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Five Facts About Diabetes

November is National Diabetes Month, a time to focus on this serious health condition, ways to manage it to help prevent potentially life-threatening diabetic complications, and steps to help prevent the development of type 2 diabetes.

Millions of people are affected by diabetes, and approximately one-fourth of them don’t even know it. Currently, about 34.2 million Americans—just over 1 in 10—have diabetes, while another 88 million American adults (1 in 3) have prediabetes.

Health Edco is firmly committed to diabetes patient and student education with our innovative line of diabetes education materials and models that teach the facts about diabetes and the importance of blood glucose control. Check out these five important facts about diabetes, and discover just a few of our engaging diabetes education resources that are perfect to teach the facts about diabetes and why managing diabetes is essential for the prevention of damaging diabetic complications.

Fact No. 1: Type 1 diabetes can develop during adulthood as well as during the child and teen years.

With type 1 diabetes, the body produces little or no insulin. People with type 1 diabetes must supply their bodies daily with the insulin they are unable to produce. People with type 2 diabetes, by contrast, don’t make enough insulin or their body’s cells can’t use insulin effectively. Although insulin replacement is sometimes necessary, type 2 diabetes can often be managed with a healthy lifestyle and medication.

Use our Diabetes Education Package to teach about type 1, type 2,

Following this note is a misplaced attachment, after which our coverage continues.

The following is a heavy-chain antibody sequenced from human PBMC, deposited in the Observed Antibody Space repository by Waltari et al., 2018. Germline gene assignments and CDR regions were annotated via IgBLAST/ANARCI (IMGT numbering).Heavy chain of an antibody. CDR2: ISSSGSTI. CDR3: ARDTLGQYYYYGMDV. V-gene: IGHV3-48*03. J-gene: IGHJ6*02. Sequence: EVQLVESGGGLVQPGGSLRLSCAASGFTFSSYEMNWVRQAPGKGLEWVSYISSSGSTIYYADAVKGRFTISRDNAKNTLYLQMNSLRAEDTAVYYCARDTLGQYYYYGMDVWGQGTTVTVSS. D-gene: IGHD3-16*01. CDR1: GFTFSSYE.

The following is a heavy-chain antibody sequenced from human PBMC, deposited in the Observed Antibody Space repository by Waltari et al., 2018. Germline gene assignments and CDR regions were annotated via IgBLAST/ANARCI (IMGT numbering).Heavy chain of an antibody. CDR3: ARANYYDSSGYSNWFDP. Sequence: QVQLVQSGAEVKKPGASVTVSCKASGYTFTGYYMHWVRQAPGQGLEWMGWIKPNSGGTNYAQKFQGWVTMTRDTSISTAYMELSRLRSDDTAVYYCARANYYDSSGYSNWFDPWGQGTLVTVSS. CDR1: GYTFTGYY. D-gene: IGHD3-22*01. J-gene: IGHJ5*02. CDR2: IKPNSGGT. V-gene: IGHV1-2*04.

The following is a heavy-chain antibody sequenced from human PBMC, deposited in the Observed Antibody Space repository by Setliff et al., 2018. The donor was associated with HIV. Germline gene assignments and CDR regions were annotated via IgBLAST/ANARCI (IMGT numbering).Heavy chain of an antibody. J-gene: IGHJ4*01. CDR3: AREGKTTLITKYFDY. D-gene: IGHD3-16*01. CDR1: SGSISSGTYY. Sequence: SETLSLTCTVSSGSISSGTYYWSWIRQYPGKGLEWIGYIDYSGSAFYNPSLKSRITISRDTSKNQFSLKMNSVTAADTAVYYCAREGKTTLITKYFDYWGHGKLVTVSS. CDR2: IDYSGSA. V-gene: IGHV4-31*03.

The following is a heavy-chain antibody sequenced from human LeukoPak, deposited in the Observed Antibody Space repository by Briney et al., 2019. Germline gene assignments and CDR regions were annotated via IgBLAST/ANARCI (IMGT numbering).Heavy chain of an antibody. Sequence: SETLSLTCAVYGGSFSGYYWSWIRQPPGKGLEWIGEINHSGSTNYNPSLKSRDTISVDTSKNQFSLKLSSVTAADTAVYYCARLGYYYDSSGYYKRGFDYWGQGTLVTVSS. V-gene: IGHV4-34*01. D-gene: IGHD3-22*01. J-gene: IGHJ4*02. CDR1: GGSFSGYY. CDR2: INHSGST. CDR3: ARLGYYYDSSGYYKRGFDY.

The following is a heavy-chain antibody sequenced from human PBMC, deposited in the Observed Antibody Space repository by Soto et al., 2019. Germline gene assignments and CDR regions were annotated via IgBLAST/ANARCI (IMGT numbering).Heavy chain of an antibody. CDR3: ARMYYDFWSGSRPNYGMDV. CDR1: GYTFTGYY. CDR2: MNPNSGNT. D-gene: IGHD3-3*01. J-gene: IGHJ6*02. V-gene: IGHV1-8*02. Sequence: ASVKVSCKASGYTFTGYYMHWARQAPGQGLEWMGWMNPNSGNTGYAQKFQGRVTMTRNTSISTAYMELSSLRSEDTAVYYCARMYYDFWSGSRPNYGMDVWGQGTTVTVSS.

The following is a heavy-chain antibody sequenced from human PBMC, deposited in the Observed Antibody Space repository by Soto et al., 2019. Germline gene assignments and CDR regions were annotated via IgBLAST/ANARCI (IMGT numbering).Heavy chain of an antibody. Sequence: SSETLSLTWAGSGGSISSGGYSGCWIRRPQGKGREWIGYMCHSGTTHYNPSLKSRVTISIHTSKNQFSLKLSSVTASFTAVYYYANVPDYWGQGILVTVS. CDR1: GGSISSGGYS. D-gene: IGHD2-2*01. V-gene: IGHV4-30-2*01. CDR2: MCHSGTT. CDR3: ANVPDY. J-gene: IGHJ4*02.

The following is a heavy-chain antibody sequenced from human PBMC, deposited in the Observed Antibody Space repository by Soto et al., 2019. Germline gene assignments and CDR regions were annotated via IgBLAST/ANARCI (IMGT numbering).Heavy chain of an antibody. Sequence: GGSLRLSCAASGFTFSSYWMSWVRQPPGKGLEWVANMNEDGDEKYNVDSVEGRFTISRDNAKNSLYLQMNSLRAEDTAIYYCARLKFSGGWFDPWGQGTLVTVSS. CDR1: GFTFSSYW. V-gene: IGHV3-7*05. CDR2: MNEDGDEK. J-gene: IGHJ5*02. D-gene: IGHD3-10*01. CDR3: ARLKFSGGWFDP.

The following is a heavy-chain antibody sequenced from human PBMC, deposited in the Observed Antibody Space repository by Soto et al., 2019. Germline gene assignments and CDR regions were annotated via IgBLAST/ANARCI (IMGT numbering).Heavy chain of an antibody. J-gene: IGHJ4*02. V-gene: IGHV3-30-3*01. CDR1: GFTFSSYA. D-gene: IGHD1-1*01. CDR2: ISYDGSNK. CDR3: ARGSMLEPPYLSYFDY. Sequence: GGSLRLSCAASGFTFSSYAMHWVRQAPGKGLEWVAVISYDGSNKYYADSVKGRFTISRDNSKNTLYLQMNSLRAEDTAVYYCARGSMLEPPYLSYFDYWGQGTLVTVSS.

and gestational diabetes and the importance of diabetes management.

Type 1 diabetes was formerly called juvenile diabetes because it was the most common type of diabetes diagnosed in children and teens. Type 2 diabetes was called adult-onset diabetes because it was uncommon in young people. Today, however, a diagnosis of type 2 diabetes in children and teens has become increasingly common with rising rates of childhood obesity. Likewise, people of any age—even adults over the age of 40—can develop type 1 diabetes. Type 1 diabetes is usually easier to notice in children than adults, making a diagnosis of type 1 diabetes in adults potentially more difficult. Most adults with type 2 diabetes are overweight, but adults with type 1 diabetes tend to be lean or at an average weight. Although the exact cause of type 1 diabetes is unknown and genetic and environmental factors may play a role, diet and lifestyle factors do not cause type 1 diabetes.

Fact No. 2: Having diabetes increases the risk of severe complications from Covid-19.

Having diabetes increases the risk of severe illness from the coronavirus. When diabetes—whether type 1 or type 2—is not well controlled, complications can develop that can worsen the body’s ability to fight a coronavirus infection.

For example, an immune system already weakened by high blood glucose levels can cause inflammation, weakening the ability of white blood cells to fight infection. A coronavirus infection can add even more inflammation to an overtaxed immune system. Diabetes that is not well-managed can also lead to heart and chronic kidney disease, each of which can increase the likelihood of severe coronavirus complications. Covid-19 can raise blood pressure, adding more stress to the body as it tries to fight infection. A coronavirus infection can also increase the risk of diabetic ketoacidosis, which is more likely to occur in people with type 1 diabetes. Diabetic ketoacidosis is a potentially life-threatening condition that occurs when high levels of acids called ketones build up in the blood.

Our Diabetes Consequences 3-D Display includes a heart attack model
and seven other potential health consequences of uncontrolled diabetes.